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Given 3 normally distributed points in 2D space, what would the distribution of the angle $\alpha$ between the three points be & can it be reasonably well approximated with a (circular) normal distribution.

In my particular case, I have an additional assumption that the covariance matrices are limited to the multipliers of the identity matrix $I_2$, which may simplify the problem.

$A \sim N(\mu_A, \sigma_A * I_{2})$

$B \sim N(\mu_B, \sigma_B * I_{2})$

$C \sim N(\mu_C, \sigma_C * I_{2})$

$\alpha \sim ?$

I'd be happy with an approximate/engineered solution, could some additional assumptions simplify the problem further?

I don't have much of a maths background, so my first engineered approximation was to sample the said distribution and infer circular normal distribution parameters that way. The problem with using this approach in practice is its poor computational performance.

  • $\begingroup$ If I am right the vectors $AB$ and $AC$ also follow a normal law, and maybe finding the distribution of the dot product is tractable. The length of the vectors must follow a Raighley law. $\endgroup$
    – user65203
    Commented Jul 24, 2020 at 7:39

1 Answer 1


Let us treat $a=\mu_A,b=\mu_B,c=\mu_C$ as complex numbers. Then we are interested in the random variable that is $\Im\log\frac {(a+\sigma_AX_A)-(b+\sigma_BX_B)}{(c+\sigma_C X_C)-(b+\sigma_B X_B)}$ where $X_A,X_B,X_C$ are independent standard complex Gaussians (mean $0$, covariance $I_2$). The general case looks rather hopeless, but when $\sigma$'s are small compared to the distances, we can linearize and get $$ \Im\left\{\log\frac{a-b}{c-b}+\frac{\sigma_A}{a-b}X_A-\frac{\sigma_C}{c-b}X_C -\sigma_B\left[\frac1{a-b}-\frac1{c-b}\right]X_B\right\} $$ The first term is just the angle $\alpha_0$ the means make and the sum of the last three terms is a complex Gaussian with $0$ mean and the covariance $\sigma I_2$ where $$ \sigma^2=\sigma_A^2\frac{1}{|a-b|^2}+\sigma_C^2\frac1{|c-b|^2}+\sigma_B^2\left|\frac 1{a-b}-\frac 1{c-b}\right|^2 $$ (everything is measured in radians, of course). The projection to the imaginary axis yields the $N(\alpha_0,\sigma)$ normal law for the angle you are interested in.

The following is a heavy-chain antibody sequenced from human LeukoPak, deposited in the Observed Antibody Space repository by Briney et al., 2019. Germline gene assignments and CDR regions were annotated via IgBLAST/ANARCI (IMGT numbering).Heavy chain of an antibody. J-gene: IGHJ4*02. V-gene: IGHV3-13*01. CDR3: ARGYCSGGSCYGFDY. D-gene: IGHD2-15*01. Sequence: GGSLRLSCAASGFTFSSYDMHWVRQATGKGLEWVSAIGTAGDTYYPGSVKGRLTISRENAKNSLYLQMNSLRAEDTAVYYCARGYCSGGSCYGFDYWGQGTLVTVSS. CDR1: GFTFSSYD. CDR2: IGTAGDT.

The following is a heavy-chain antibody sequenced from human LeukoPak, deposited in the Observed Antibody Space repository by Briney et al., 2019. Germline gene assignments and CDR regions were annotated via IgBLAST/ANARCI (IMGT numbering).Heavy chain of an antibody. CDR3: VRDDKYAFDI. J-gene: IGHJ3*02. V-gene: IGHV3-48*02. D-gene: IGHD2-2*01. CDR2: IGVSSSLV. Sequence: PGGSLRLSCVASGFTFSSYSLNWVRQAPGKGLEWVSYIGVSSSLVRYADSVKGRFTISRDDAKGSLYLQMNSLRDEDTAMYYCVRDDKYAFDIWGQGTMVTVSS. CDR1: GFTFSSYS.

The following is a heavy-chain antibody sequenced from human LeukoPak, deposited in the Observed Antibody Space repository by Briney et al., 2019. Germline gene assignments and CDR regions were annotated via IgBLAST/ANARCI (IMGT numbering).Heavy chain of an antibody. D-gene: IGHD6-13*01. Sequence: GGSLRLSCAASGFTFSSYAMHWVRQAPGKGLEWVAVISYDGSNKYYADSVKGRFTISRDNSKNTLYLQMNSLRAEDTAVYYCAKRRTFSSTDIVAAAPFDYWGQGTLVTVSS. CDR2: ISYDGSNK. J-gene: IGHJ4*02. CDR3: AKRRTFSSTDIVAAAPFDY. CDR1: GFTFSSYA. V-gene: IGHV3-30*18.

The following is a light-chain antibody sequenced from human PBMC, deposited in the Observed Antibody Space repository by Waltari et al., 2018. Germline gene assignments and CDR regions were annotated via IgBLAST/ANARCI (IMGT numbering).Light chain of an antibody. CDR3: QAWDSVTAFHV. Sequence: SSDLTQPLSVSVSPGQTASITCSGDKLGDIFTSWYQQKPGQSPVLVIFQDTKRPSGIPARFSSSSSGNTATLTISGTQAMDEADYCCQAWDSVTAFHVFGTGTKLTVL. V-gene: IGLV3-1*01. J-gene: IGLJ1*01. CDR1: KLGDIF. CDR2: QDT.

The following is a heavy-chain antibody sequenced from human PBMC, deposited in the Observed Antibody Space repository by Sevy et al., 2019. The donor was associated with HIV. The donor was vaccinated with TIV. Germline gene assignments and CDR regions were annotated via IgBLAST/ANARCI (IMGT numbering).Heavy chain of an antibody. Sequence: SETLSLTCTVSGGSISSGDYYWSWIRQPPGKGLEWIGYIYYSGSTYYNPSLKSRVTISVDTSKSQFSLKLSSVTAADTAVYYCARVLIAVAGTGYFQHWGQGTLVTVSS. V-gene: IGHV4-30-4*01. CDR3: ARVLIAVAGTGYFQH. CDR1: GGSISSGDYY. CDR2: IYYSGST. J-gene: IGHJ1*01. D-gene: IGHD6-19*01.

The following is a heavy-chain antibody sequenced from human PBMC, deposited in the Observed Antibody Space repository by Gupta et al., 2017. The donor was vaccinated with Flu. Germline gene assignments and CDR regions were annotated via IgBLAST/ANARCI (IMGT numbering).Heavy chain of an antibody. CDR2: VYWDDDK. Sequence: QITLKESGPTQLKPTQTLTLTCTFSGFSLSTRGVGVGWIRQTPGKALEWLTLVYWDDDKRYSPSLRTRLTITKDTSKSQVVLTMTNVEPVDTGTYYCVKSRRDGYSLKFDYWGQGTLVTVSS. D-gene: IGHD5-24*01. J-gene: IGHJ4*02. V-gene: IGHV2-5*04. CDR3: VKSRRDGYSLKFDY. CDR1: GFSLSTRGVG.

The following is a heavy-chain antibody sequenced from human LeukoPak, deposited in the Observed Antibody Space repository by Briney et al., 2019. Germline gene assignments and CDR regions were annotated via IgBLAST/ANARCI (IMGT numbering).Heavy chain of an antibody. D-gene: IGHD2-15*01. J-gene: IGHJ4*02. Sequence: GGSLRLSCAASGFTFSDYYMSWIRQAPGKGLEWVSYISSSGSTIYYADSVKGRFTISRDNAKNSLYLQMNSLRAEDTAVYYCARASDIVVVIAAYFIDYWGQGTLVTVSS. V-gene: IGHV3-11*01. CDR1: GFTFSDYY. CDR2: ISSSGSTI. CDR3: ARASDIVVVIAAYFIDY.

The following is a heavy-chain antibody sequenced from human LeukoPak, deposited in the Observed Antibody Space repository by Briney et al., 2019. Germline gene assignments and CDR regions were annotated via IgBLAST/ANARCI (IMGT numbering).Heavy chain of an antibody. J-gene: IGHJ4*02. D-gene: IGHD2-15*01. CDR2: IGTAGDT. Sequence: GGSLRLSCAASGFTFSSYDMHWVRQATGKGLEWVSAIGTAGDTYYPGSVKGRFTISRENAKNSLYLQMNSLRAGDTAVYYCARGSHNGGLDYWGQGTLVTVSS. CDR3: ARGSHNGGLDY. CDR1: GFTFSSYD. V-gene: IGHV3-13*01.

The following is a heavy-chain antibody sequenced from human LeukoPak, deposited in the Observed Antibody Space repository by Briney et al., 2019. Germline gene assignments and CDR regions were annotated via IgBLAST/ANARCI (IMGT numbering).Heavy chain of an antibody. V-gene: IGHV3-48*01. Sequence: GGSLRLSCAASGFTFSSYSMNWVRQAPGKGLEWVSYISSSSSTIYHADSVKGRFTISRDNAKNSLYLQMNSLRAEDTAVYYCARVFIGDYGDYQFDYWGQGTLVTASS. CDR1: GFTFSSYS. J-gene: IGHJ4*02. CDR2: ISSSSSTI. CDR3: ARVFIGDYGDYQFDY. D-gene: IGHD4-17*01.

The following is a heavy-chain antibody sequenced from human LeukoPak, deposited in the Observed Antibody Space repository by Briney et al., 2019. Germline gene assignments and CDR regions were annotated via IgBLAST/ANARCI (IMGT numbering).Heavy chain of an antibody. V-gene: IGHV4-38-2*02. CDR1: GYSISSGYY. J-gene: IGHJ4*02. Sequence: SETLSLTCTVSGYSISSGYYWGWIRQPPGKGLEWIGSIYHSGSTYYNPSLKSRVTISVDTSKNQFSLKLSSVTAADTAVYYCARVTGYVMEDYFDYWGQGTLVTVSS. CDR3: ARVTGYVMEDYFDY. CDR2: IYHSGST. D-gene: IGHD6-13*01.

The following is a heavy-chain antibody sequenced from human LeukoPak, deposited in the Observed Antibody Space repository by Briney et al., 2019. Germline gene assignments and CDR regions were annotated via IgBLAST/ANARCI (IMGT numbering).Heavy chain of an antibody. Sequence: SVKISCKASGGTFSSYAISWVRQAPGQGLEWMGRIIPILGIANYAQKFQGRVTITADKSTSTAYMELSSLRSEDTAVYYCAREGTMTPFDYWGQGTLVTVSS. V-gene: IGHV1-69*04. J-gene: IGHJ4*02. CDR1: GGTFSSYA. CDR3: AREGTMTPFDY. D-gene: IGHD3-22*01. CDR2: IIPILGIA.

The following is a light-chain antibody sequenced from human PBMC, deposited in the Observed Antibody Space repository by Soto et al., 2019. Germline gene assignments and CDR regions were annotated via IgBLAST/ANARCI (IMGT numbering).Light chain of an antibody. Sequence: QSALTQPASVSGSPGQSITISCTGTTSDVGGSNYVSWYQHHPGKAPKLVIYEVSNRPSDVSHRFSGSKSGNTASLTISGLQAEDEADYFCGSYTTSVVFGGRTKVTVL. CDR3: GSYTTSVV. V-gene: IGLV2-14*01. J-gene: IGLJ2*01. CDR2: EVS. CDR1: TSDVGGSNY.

This approximation breaks down for large variances, of course, so you may want to experiment a bit to see what the limitations are.

  • $\begingroup$ Small variance assumption is not a terrible one in my case, so this approximation is quite satisfactory. I'm adding 3 use case examples that compare sampled distribution (density histogram) with your approximation (blue line), if you're interested. Last one is about the biggest variance I expect and the approximation is not terrible. imgur.com/a/kXJbQHg $\endgroup$
    – simejanko
    Commented Jul 31, 2020 at 7:55
  • $\begingroup$ @simejanko Great. As you can see, the last two histograms are, in fact, noticeably not normal, so any approximation of them by a normal distribution would have its limitations. If you want to catch that skew, I can think of it, but if what we have now is already "not perfect but good enough", then let's stop here. $\endgroup$
    – fedja
    Commented Jul 31, 2020 at 14:35
  • $\begingroup$ should be plenty good enough for my use case, much appreciated. I'm aware that normal assumption breaks completely when the three points are relatively close and/or their variances are large, but that shouldn't happen in my case. The fact that I get to approximate with normal distribution also greatly simplifies the rest of my solution. $\endgroup$
    – simejanko
    Commented Jul 31, 2020 at 17:57

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